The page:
Various approaches to modeling the population dynamics and demography of Daphnia have been published. These methods range from the simple egg-ratio method, to mathematically complex models based on partial differential equations and numerically complex individual-based Daphnia population models. The usefulness of these models in unraveling the population dynamics and demography of Daphnia under natural conditions is discussed. Next to this, an extended version of an existing individual-based Daphnia model is documented (Cladosim) and its application to a typical field data set collected in 1995 in Lake Volkerak is shown. To answer the question which factor was limiting Daphnia numbers during the course of the season food level and temperature in the model were varied and results were compared with those obtained for the observed food level and temperature. These analysis showed that in April temperature was limiting while during May–July and September–October food was limiting. In August neither temperature nor food was limiting. Analysis with a set of size-selective mortality scenarios showed that on average the Daphnia population in Lake Volkerak experienced a mild positive size-selective mortality during the year that was analyzed. Birth rates derived with the detailed individual-based model were compared with those derived with the much simpler egg-ratio method. For the conditions as observed in Lake Volkerak in 1995, both methods gave very comparable results, despite sampling intervals of up to four weeks. The same holds under the environmental scenarios. Using the size-selective mortality scenarios it could be shown, however, that under strong mortality of the smaller daphnids, the egg-ratio method severely underestimates the birth rate. The vices and virtues of the new model and potential extensions are discussed [KEYWORDS: individual-based model, egg-ratio method, birth rate, size-selective mortality, food, temperature, Lake Volkerak]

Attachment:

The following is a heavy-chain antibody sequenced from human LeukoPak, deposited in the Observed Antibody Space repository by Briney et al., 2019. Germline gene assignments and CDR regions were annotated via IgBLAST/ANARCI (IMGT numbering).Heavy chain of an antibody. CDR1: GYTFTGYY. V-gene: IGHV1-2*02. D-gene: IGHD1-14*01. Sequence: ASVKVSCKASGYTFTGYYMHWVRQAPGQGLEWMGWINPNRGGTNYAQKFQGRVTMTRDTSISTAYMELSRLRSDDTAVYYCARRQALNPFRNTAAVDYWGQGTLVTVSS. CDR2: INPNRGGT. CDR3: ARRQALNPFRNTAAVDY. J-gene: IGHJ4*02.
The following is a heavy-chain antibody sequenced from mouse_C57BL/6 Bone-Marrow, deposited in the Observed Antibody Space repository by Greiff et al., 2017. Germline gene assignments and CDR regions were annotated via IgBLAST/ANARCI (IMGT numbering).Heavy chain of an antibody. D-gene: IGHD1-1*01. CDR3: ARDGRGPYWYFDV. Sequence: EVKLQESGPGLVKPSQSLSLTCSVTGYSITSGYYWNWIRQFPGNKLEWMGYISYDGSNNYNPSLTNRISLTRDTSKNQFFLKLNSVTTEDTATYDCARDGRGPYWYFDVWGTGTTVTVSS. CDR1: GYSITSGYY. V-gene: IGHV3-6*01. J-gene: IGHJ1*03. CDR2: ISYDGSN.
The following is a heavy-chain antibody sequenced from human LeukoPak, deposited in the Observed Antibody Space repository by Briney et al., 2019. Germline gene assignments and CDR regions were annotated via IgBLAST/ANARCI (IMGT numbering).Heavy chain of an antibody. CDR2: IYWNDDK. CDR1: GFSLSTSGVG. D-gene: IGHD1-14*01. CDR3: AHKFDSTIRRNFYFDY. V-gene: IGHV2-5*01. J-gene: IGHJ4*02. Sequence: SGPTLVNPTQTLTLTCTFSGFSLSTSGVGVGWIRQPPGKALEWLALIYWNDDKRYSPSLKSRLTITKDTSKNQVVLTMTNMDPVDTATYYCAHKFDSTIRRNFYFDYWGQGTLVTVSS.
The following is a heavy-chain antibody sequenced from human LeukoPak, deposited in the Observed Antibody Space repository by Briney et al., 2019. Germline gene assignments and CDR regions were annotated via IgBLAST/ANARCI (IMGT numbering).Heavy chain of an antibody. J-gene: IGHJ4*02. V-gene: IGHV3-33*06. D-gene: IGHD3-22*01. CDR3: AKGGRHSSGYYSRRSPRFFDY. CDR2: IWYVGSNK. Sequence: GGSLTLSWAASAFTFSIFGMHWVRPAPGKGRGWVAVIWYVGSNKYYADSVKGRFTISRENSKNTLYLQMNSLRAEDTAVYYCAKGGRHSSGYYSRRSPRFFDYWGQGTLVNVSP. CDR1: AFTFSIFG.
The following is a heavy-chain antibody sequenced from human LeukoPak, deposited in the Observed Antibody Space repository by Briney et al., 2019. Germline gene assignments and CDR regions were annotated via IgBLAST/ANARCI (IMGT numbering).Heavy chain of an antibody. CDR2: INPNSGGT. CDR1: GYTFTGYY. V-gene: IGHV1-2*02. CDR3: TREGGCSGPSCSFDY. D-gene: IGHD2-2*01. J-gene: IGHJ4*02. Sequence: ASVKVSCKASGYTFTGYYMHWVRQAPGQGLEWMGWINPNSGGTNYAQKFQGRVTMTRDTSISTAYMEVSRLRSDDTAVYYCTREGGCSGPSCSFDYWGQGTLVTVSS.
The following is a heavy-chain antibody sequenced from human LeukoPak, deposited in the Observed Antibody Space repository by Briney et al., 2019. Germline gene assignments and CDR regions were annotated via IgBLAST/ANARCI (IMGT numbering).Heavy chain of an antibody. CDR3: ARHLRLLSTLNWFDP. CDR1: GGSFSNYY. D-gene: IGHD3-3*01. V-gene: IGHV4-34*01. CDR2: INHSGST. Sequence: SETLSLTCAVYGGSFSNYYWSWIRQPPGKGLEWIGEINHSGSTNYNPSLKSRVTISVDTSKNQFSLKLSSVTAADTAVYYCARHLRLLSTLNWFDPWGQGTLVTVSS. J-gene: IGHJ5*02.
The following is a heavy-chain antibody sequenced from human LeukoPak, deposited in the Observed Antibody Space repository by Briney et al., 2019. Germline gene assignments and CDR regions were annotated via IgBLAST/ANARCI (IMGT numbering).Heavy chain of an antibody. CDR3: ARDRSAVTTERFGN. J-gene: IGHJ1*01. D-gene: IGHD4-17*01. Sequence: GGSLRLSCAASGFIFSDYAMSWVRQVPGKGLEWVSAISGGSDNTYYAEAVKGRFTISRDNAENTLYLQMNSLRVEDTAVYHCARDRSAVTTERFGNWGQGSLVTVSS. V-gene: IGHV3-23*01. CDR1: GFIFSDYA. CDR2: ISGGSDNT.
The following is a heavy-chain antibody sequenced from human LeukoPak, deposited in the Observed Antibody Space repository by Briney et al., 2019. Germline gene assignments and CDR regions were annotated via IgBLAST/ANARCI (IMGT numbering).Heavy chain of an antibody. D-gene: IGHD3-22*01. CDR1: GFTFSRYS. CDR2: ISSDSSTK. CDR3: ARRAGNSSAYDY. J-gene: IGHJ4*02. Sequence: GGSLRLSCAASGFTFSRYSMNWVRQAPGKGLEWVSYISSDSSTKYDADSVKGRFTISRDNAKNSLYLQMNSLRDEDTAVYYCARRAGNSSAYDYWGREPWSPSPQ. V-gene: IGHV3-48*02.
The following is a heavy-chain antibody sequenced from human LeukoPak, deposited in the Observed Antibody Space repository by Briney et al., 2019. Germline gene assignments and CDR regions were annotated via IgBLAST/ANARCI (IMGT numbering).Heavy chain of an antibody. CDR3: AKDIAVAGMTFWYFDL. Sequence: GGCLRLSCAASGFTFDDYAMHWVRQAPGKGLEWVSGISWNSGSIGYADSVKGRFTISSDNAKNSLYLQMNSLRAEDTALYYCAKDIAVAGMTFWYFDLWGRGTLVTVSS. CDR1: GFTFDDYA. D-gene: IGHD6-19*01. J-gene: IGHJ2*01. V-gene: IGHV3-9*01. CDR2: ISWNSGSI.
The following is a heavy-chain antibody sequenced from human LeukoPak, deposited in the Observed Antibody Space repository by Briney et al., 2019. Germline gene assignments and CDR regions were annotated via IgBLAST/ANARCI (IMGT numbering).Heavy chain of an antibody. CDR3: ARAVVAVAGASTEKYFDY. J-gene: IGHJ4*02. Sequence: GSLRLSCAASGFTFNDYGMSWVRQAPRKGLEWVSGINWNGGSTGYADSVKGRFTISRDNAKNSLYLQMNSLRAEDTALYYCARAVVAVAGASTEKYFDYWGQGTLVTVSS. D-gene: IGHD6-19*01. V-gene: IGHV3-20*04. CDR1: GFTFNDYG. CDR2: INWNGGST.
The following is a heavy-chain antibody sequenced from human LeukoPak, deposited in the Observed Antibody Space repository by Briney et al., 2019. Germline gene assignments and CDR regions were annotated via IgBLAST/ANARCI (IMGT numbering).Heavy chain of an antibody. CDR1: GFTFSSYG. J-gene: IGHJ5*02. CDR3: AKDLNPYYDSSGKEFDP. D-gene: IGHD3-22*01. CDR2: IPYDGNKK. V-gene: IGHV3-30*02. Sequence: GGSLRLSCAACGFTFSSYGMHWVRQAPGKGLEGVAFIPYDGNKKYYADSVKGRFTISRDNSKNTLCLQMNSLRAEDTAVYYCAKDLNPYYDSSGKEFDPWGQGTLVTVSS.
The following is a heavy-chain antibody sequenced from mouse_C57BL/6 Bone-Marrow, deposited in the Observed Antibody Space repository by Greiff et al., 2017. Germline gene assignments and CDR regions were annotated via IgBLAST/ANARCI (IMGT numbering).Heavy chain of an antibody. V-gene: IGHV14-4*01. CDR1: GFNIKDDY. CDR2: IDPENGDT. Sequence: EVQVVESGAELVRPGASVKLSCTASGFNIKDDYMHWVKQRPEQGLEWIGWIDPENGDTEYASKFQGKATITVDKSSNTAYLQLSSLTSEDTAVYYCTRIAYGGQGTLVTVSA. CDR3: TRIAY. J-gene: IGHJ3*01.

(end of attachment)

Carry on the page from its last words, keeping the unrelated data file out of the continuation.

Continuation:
Original languageEnglish
Journal publication date2003

ID: 193904